- Provenance information is currently unavailable
- Previous Owner(s)
Anne van Biema American, 1915 - 2004
Shoki (Chinese, Zhong Kui), a great exorcist, was a popular deity in China from the middle of the Tang dynasty (618-906), and was known in Japan from the Kamakura period. He is said to have appeared in a dream to the ailing Chinese emperor Xuanzong (713-756), to whom he explained that he was a scholar who had committed suicide a century earlier for failing the imperial examinations, but out of gratitude for an honorable burial granted by an earlier emperor, he had vowed to rid the world of mischievous demons. The emperor, who recovered immediately from his illness, ordered a court painter to paint Zhong Kui just as he appeared in the dream. In Edo period Japan, images of Shoki were hung in homes for the Boys' Festival on the fifth day of the fifth lunar month; some were painted red as talismans against smallpox. In Kuniyoshi's striking image, Shoki, who grasps his sword as a small demon flees behind him, is depicted in a dynamic graphic style that resembles the brushwork of ink painting.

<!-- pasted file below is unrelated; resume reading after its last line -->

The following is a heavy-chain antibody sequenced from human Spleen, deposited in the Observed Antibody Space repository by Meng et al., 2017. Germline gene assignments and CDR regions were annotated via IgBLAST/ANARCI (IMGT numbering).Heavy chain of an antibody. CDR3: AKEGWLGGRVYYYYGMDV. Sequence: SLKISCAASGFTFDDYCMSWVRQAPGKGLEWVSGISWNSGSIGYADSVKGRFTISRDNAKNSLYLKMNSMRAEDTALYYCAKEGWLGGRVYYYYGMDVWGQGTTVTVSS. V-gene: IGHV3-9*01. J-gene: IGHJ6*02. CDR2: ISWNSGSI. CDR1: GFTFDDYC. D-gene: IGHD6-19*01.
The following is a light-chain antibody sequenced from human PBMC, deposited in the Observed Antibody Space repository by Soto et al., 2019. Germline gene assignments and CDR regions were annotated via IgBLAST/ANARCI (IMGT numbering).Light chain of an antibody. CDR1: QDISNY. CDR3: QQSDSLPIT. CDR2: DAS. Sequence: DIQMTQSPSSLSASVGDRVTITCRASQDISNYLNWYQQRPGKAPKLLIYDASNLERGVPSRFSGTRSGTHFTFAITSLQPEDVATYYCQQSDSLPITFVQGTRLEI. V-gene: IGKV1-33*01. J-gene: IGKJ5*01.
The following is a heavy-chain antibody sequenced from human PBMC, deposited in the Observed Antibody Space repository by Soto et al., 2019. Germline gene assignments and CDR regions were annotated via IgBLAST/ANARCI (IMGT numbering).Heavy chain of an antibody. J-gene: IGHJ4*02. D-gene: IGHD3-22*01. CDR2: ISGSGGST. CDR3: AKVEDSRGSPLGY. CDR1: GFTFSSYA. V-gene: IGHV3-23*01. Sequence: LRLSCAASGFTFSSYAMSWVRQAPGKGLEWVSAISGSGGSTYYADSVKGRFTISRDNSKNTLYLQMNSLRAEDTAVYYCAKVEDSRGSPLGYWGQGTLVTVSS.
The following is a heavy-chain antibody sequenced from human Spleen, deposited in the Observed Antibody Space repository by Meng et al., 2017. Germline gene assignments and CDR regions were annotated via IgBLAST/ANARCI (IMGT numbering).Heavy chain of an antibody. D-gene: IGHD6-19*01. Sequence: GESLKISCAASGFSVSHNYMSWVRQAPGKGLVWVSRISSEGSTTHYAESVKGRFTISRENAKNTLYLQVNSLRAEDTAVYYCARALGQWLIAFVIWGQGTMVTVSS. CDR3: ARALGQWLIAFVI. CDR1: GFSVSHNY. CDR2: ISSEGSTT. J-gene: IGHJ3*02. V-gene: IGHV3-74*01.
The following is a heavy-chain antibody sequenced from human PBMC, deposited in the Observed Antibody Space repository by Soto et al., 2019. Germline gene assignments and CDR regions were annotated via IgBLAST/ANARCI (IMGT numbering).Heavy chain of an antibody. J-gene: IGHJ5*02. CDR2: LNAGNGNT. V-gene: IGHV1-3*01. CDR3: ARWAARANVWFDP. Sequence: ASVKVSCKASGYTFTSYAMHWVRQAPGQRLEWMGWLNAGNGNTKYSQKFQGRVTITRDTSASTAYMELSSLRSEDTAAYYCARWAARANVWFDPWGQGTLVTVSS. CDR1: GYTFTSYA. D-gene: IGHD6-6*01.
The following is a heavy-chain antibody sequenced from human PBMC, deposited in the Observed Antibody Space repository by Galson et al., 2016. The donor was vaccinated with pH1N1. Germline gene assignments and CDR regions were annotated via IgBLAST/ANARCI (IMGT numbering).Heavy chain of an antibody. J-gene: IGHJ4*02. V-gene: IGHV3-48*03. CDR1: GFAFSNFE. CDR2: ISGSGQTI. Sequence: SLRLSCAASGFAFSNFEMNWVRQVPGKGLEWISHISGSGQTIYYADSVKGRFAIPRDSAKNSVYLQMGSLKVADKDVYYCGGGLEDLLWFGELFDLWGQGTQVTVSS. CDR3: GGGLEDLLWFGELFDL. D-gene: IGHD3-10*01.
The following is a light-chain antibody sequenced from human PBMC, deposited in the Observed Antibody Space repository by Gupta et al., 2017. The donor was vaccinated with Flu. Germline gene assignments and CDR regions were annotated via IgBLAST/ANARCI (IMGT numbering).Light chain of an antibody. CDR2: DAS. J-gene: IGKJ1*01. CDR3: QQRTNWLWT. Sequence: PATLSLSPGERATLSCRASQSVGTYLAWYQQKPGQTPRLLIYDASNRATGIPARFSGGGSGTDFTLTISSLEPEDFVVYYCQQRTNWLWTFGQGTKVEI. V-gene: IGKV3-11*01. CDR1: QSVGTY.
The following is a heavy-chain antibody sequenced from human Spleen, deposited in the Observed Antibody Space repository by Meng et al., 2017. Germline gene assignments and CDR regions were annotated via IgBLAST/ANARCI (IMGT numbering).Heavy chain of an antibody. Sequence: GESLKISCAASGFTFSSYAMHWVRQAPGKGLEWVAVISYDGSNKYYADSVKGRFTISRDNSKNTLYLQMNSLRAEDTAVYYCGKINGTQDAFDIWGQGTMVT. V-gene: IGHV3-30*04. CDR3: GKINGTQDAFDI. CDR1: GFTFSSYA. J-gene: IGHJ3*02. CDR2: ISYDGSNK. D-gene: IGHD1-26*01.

- Published References
- Ann Yonemura with contributions by et al. Masterful Illusions: Japanese Prints from the Anne van Biema Collection. Seattle and Washington. cat. 102, pp. 258, 260.
- Collection Area(s)
- Japanese Art
- Web Resources
- Google Cultural Institute
- Rights Statement
Copyright with museum